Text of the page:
2. Series showstopper
Oct. 16-21, 1976
The Big Red Machine functioned most forcefully in the World Series, when Cincinnati swept the Yankees in four games. The man who fueled the Machine most was Bench, who collected two hits in each game while batting .533 (8-for-15) to win World Series MVP honors. Bench was especially devastating in Game 4, homering twice and driving in five runs.
3. Best vs. the best
Oct. 6, 1973
This was a classic confrontation: Mets right-hander Tom Seaver, widely considered the game’s finest pitcher, facing Bench, one of the era’s most formidable hitters. The score was tied at 1, with one out in the ninth inning of the opener of the NLCS. Seaver was at his best, having yielded five hits while walking none and striking out 13. But Bench lined a 1-0 pitch over the left-field barrier for the game-winning run.
4. Sustaining another rally
Oct. 12, 1976
Nothing fazed the Big Red Machine, including the 6-4 deficit they faced in the bottom of the ninth inning against Philadelphia in Game 3 of the NL Championship Series. After George Foster belted a leadoff homer off Ron Reed, Bench — who batted .333 for the series — also went deep to tie the score. Maintaining pressure on Phillies relievers Gene Garber and Tom Underwood, the Reds secured a 7-6 triumph and an NLCS sweep that sent them to the World Series.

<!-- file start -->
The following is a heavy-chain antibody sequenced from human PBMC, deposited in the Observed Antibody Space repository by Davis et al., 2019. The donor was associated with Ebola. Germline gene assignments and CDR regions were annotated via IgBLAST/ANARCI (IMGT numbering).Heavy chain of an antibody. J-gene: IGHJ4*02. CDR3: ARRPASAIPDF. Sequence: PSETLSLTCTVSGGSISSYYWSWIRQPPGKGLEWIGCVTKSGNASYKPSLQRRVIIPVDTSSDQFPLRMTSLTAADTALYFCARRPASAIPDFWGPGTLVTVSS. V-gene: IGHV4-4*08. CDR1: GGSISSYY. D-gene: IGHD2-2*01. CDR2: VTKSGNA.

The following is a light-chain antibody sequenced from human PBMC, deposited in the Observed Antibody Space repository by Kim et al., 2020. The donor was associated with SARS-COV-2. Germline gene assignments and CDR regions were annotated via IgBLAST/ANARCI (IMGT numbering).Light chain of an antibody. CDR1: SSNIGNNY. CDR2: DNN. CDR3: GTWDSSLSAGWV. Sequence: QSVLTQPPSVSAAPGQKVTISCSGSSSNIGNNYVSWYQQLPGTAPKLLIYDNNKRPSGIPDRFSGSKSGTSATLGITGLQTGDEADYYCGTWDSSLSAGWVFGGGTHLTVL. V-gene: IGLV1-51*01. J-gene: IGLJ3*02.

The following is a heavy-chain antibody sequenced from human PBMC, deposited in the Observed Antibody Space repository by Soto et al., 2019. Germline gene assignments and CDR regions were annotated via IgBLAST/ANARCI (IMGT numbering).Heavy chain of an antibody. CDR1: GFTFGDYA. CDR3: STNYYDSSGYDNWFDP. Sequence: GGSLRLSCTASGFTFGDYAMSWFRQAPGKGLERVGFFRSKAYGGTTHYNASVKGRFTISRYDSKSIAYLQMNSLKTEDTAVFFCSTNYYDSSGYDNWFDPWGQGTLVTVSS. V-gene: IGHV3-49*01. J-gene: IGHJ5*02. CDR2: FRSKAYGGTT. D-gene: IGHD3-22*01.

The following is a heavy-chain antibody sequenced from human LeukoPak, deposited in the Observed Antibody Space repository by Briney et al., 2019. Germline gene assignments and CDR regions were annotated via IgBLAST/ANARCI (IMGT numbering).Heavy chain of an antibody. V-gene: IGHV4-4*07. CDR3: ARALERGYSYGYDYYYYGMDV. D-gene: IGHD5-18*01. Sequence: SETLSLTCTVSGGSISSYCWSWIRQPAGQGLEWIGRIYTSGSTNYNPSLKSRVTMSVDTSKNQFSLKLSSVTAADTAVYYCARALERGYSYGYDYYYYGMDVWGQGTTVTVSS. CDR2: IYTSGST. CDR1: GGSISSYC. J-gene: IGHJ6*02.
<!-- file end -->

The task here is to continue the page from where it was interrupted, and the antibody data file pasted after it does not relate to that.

5. Always leave them wanting more
Sept. 17, 1983
Following a hot start to his farewell season, Bench slumped steadily until his batting average sank to the .250s in late June. He played the infield corners almost exclusively, starting only three games as a catcher. But that third start was magnificent. It was Johnny Bench Night, prompting a regular-season record audience of 53,790 to fill Riverfront Stadium in a final tribute to No. 5. Bench lined a third-inning two-run homer off Houston’s Mike Madden for his 389th and final round-tripper, sending a roar from the crowd that could be heard up and down the Ohio River.
6. Hat trick interrupts rise to stardom
July 26, 1970
Steve Carlton had emerged as an above-average pitcher by this juncture of his career but was two years away from his phenomenal 27-win season with Philadelphia. Bench preyed upon the vulnerable lefty to record his first career three-homer game in a 12-5 shellacking of St. Louis at Riverfront Stadium. Bench connected off Carlton for a three-run homer in the first inning, a two-run poke in the second inning and another homer in the fifth en route to a seven-RBI afternoon.